Carlsbad takes a leap for kindness
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“Kids for Peace started ten years ago by myself, another mom of two Carlsbad students and a Carlsbad High School junior,” Jill McManigal, co-founder of Kids for Peace said. “We had a philosophical conversation about the meaning of life, and we talked about Ghandi’s quote, ‘If we are to achieve everlasting peace, we must begin with the children’. Inspired by this quote, the three of us gathered some high school students and discussed how to make the world a better place.”
The Great Kindness Challenge consists of 50 friendly tasks students can complete. These acts of kindness retrain the younger generation to make kindness a habit.
“The Great Kindness Challenge is so important because it touches students around our community, the state, the nation and the world,” Superintendent Dr. Lovely said. “There is no better way to encourage peace than to come together through kindness. Kindness is a universal language, while we may disagree on a lot of things, we can all agree that kindness matters.”
Kids for peace started the Great Kindness Challenge in 2010 at Kelly, Hope and Jefferson Elementary schools. The foundation has continued growing since then.
“Now, this year, we have over 7,000 schools who participate with over 4 and a half million students, in all 50 states and 61 different countries,” McManigal said.
To kick off the Great Kindness Challenge week, Superintendent Lovely and two Carlsbad principals, Mr. Lund and Mr. Tubbs, jumped from a plane at Oceanside Municipal Airport.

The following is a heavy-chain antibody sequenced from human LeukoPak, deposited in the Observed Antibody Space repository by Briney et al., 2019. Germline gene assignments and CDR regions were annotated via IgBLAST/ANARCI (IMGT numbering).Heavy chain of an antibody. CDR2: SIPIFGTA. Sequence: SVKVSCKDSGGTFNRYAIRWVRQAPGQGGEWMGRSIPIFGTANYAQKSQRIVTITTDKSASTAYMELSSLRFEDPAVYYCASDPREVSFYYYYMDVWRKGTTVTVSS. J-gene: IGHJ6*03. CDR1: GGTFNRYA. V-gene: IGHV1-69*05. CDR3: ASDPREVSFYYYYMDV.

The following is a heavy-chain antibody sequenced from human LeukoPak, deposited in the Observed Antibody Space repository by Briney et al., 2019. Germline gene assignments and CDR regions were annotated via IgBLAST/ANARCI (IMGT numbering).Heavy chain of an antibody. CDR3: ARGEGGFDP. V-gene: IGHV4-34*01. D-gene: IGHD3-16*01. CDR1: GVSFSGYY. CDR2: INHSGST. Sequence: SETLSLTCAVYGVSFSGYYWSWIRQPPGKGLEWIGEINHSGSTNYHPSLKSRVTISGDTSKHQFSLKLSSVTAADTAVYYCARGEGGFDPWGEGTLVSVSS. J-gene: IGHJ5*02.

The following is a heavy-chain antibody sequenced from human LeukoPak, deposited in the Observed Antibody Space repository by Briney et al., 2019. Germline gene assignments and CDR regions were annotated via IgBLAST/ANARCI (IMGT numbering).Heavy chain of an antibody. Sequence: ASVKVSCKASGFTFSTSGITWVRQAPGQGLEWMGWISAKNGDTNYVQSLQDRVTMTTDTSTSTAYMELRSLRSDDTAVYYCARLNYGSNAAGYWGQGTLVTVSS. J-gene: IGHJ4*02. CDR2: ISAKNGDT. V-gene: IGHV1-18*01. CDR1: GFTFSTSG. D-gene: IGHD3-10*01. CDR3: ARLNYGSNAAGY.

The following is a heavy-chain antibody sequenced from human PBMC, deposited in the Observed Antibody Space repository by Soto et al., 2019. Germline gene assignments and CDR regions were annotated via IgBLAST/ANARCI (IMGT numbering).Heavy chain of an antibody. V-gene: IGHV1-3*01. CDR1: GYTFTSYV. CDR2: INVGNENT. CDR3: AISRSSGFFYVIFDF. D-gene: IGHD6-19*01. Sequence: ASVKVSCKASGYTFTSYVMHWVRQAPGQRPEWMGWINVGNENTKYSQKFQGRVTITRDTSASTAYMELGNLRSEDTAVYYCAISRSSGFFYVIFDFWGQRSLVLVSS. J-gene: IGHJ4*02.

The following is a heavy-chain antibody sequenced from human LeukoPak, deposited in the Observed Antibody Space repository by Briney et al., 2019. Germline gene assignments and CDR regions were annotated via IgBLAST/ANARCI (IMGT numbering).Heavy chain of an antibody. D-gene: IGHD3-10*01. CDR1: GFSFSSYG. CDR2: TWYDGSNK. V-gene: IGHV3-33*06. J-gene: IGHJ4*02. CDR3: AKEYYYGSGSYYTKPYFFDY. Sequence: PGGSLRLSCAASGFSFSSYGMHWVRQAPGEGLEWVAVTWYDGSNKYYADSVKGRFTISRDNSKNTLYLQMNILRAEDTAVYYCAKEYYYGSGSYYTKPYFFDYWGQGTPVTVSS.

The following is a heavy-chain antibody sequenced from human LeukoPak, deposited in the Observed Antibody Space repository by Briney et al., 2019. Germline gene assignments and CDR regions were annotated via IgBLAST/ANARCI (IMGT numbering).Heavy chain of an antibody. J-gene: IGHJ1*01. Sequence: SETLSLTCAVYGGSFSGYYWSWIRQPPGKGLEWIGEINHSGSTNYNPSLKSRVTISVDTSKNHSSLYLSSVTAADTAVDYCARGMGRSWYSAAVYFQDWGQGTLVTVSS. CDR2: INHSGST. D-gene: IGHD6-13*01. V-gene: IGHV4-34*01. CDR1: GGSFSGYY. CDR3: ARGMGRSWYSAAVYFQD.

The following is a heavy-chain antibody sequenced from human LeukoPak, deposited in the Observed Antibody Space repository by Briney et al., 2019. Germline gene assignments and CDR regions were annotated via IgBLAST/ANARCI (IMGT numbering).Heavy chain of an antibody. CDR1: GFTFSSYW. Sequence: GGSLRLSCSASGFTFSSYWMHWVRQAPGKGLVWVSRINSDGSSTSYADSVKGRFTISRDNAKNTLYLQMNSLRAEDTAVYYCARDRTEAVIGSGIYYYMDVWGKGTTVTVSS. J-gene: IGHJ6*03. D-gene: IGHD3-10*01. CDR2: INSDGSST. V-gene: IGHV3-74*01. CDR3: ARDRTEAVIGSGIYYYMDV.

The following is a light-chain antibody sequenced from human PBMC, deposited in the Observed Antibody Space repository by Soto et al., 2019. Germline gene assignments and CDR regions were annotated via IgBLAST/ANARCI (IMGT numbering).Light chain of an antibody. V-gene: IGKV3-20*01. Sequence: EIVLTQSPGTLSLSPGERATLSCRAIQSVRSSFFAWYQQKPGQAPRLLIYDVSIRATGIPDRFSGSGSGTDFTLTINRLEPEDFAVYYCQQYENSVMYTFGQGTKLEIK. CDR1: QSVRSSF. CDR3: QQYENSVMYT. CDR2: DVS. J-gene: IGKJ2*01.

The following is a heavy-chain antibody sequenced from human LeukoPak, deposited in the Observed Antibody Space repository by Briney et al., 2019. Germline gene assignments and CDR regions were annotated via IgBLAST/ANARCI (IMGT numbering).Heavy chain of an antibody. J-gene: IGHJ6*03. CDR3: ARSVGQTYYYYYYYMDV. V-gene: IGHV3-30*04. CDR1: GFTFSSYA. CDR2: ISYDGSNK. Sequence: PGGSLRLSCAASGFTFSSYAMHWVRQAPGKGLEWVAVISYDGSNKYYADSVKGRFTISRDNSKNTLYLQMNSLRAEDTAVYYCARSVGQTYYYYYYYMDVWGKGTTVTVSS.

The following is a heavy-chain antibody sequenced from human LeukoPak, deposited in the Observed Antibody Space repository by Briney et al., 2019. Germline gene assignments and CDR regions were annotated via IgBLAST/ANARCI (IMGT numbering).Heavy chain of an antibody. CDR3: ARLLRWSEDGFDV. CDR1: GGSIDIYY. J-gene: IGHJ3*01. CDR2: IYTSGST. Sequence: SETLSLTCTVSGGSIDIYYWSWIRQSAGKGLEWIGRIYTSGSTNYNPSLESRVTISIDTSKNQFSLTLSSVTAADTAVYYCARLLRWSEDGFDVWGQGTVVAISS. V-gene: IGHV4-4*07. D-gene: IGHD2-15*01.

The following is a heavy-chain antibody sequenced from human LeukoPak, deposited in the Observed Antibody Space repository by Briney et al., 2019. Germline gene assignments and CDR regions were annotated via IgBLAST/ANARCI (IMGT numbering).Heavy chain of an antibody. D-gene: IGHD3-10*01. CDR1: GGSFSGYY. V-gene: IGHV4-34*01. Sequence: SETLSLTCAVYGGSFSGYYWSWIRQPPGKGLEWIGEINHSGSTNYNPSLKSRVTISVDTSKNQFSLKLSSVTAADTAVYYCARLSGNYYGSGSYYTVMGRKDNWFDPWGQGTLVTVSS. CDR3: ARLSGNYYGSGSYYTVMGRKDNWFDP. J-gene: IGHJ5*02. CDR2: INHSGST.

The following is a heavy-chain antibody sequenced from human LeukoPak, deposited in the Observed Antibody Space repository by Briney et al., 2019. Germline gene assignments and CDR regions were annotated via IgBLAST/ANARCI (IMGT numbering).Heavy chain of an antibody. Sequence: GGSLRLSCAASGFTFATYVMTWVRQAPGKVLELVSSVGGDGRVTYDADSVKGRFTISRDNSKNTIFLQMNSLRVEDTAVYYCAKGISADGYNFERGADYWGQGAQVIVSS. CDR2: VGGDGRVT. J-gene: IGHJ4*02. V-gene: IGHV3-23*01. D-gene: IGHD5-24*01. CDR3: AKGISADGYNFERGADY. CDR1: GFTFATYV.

“Mr. Lund and Mr. Tubbs told their students last year that if they completed the 50 acts of kindness he would jump out of an airplane,” McManigal said. “I was talking to Dr. Lovely and told her there was an extra seat on the plane, and she agreed. We used this as a kickoff and motivation for all the other schools participating.”
Dr. Lovely’s confidence in the Great Kindness Challenge provided her with assurance in her plane jump.
“The Great Kindness Challenge is a really big deal and very important, so taking a leap for something that means so much seemed like a great way to bring attention to it,” Lovely said. “Before jumping from the plane I felt intrepid, and uncertain. I was unsure about how the velocity would affect my body, but I felt very confident being attached to an experienced jump master as we jumped from 13,000 feet.”
The foundation Kids for Peace has big plans for the future and hopes to perpetuate kindness through future generations.
“My biggest hope for the foundation is to create world peace,” McManigal said. “I want to work with kids to create a world where everyone feels happy, loved and respected. We aren’t going to stop until world peace is a reality for everyone.”